In 2009, Oceana reported in a white paper that Ashta Chemicals was continuing to emit mercury despite claiming zero emissions in official reports to the Environmental Protection Agency. An Oceana scientist documented mercury levels up to 20 times higher than background levels in the area surrounding the Ashta plant in northeast Ohio.

 

Deepwater canyons saved from trawling

The U.S. government has protected four deepwater canyons off the mid-Atlantic from bottom trawling and dredging, destructive fishing methods that can devastate ecosystems in a single pass.

The four canyons, known as Oceanographer, Lydonia, Veatch and Norfolk, are among the best-documented deepwater habitats in the U.S. The canyons are home to a multitude of marine animals, including sponges, corals, lobsters and fish.

This landmark action by the Mid-Atlantic Fishery Management Council, which took effect on Nov. 1, banned the use of bottom trawls and dredges in the canyon areas year-round. The ban was established as part of the rules for fishing for Atlantic tilefish.

Offshore canyons are also important to the region’s recreational fishing community. The new regulations will have no impact on fishing for marlin, tuna or other gamefish that swim above the canyons.

 

Loggerhead and leatherback sea turtle petitions advance

After failing to meet a 12-month legal deadline, and following a lawsuit by Oceana and conservation partners, the U.S. government agreed to respond to petitions from Oceana, the Center for  Biological Diversity and the Turtle Island Restoration Network for increased protections for two sea turtle species in U.S. waters off the east and west coasts.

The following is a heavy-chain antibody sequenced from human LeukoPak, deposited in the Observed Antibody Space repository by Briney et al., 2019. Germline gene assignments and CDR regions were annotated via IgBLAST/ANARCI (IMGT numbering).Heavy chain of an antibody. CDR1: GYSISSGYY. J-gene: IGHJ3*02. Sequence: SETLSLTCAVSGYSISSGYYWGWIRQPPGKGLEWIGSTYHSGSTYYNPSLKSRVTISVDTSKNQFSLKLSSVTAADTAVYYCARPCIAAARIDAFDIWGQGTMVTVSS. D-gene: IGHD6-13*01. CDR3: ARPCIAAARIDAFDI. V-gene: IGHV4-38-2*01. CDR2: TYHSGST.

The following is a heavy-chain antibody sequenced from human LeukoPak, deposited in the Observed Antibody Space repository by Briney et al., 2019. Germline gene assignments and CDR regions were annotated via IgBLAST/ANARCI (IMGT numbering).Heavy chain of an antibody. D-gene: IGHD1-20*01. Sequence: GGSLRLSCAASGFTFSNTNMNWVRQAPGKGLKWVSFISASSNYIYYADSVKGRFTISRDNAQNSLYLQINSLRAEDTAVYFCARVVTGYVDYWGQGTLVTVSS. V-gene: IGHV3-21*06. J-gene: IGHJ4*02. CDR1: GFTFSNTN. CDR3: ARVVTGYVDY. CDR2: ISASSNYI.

Two of the three petitions focus on populations of loggerheads in the Atlantic and Pacific oceans. The groups have urged the National Marine Fisheries Service to designate the north Pacific and western north Atlantic loggerheads as distinct population segments and to change their status under the Endangered Species Act from threatened to endangered. The petitions also call for increased protections in the loggerheads’ key nesting beaches and marine habitats.

The third petition urges the government to protect key migratory and foraging habitat for endangered leatherbacks in the waters off California and Oregon by designating the area as critical habitat. Endangered leatherbacks migrate more than 6,000 miles from nesting beaches in Indonesia to feed on the abundant jellyfish in these waters.

A recent worldwide status review showed that northwest Atlantic and north Pacific loggerheads are currently at risk of extinction. Loggerheads have declined by at least 80 percent in the north Pacific. Meanwhile, Florida beaches, thought to host the second-largest loggerhead nesting population in the world, have seen a decline in nesting of more than 40 percent in the past decade, and recent nesting data showed 2009 to be one of the worst sea turtle nesting years on record.

In addition to demanding that the government protect sea turtles and their habitat under existing law, Oceana continues to work for comprehensive legislation that would protect U.S. sea turtles in the water as well as on land.